8. BeFunky — Free and low-cost plans available
  9. Photoscape — Free for personal use
  10. Krita — Free and open-source

Researchers have come up with different ways to deal with these problems, such as using 3D models, multi-view images, and data from motion capture. It’s going to take a while for those improvements to reach acceptable levels of quality for the pros to appreciate.

Some researchers also use both data-driven and rule-based methods together to make hands and feet look more real. I predict that the improvements will be up and running by the end of 2023.


AI imaging software has made a lot of progress in making realistic images of people, but it is still hard to do because hands and feet are complicated and there isn’t a lot of training data. I’m still of the opinion that non-artists should spend some time learning the basics when they commit to this new hobby.

It’s going to take a lot of resources to address these issues. More artists will continue to come forward to help in the process of improving the realistic appearance of AI-generated hands and feet. I’m currently looking to work with others to create models that improve hands and feet for less hideous renders.

I often write about ways that content creators can generate income through side hustles or build their businesses. I cover marketing, content creation, and how to write for a living.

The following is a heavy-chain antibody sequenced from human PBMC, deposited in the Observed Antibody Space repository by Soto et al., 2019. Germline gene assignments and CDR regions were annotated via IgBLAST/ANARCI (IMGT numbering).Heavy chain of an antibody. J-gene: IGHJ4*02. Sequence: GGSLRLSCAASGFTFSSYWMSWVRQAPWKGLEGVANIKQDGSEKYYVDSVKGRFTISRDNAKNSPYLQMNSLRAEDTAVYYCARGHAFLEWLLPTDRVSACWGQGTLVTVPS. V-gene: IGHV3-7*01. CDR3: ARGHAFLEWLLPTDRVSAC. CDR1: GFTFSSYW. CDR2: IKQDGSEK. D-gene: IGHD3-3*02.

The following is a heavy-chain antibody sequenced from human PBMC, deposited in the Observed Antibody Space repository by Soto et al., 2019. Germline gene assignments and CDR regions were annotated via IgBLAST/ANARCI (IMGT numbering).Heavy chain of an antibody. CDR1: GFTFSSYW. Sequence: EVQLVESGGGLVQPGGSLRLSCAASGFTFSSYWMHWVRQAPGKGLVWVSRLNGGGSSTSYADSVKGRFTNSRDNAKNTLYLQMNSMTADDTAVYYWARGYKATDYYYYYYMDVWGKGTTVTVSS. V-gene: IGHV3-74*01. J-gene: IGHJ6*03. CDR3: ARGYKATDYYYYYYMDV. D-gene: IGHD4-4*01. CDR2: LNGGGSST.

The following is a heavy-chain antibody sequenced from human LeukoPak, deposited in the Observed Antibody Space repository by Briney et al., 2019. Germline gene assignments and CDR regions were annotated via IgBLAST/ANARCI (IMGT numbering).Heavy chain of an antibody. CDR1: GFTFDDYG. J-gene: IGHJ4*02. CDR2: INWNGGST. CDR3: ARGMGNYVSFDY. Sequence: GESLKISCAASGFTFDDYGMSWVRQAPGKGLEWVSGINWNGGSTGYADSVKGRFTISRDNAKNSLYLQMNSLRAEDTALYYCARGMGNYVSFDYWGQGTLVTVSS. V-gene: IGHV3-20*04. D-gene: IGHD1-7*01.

Read more of my work here on Medium or head over to my blog at https://contentmarketingmagic.co/blog. I also own a SaaS company that produces content templates, swipe files, and article samples for small business owners who want to write but need that extra push. Sign up for a free pass at https://contentmarketingmagic.co



Retired content marketing consultant. Author, artist, husband, father and owner of ContentMarketingMagic.co. Still helping small business owners daily.

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Dennis Francis

Retired content marketing consultant. Author, artist, husband, father and owner of ContentMarketingMagic.co. Still helping small business owners daily.